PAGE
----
'There's madness in the family,' Kerstin is told. 'And of course what John wants John gets,' she hears from someone else. She also soon realizes that the Cosways keep some of the rooms shut up and locked in the old homestead; the most closely guarded room, it seems, is the library (which, as it turns out, has a rather intricate floorplan). The Cosways, as Kerstin discovers, are a fractured family entrapped in their own labyrinth of family secrets, vanities, and prejudices. They cannot escape the past, they are mired down in the present, and they cannot accept the inevitabilities of the future. And the more Kerstin learns about Lydstep Old Hall and the Cosways, the more she worries that she may have made a frightening mistake in taking the job. Then, when people begin dying - suddenly and violently - Kerstin is even more concerned.

Barbara Vine pulls out all the stops in The Minotaur and deftly uses the conventions of the 19th century gothic novel to deliver a chillingly vivid tale of greed, passion, and murder. Find out why P. D. James says that 'Barbara Vine has transcended her genre by her remarkable imaginative power to explore and illuminate the dark corners of the human psyche.' Discover why Scott Turow says that Barbara Vine is 'surely one of the greatest novelists presently working in our language.' Find out why I offer this promise: Readers will not soon forget the monstrous personalities and the dark secrets that threaten to destroy Lydstep Old Hall!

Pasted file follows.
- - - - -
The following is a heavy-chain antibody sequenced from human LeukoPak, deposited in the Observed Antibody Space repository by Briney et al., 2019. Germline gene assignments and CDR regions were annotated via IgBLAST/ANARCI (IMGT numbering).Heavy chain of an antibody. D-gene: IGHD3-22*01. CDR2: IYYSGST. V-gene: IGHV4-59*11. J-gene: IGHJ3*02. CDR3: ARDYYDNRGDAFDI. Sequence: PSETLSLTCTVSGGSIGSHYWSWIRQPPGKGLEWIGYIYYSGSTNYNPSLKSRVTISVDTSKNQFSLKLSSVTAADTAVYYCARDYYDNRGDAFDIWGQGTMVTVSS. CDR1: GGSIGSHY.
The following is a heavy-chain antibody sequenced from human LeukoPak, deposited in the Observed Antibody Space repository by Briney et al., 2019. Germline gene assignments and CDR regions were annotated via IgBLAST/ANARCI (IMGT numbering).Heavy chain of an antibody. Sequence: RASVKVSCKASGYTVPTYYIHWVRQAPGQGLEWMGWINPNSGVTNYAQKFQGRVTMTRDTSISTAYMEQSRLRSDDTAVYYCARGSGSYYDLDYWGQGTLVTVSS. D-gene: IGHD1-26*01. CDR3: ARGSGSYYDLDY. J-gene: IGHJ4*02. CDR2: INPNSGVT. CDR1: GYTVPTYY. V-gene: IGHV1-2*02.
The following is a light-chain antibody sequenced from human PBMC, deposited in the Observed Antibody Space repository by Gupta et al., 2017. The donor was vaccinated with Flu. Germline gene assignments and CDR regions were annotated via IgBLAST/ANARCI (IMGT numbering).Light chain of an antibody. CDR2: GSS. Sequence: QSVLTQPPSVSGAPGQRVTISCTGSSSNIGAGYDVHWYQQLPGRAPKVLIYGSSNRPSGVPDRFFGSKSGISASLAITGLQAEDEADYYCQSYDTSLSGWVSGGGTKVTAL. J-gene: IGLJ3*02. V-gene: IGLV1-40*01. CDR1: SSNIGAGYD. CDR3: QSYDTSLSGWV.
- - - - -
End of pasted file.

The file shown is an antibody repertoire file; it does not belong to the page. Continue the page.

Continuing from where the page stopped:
2nd Review by Rheta Van Winkle:

Barbara Vine's The Minotaur is a fascinating study of a dysfunctional family in the late sixties in a small town in England. The main character, Kerstin Kvist is a young Swedish nurse, fresh out of school, whose English and self-confidence are both a bit shaky. She begins writing a diary immediately after meeting the family that she will be working for, and she also begins drawing pictures in her diary, a foreshadowing of her later career as a cartoonist. She tells us that before drawing in the diary she had never drawn anything except a Dog Growing, which is a dog drawn on a folded sheet of paper, which when opened becomes long. 'It's best to make it a dachshund or a basset hound because it should have a long stretch of body between forelegs and hindlegs.' She's inspired by the vine-covered house to attempt to draw it on the inside cover of her diary, though, and continues to draw the various members of the family on later pages.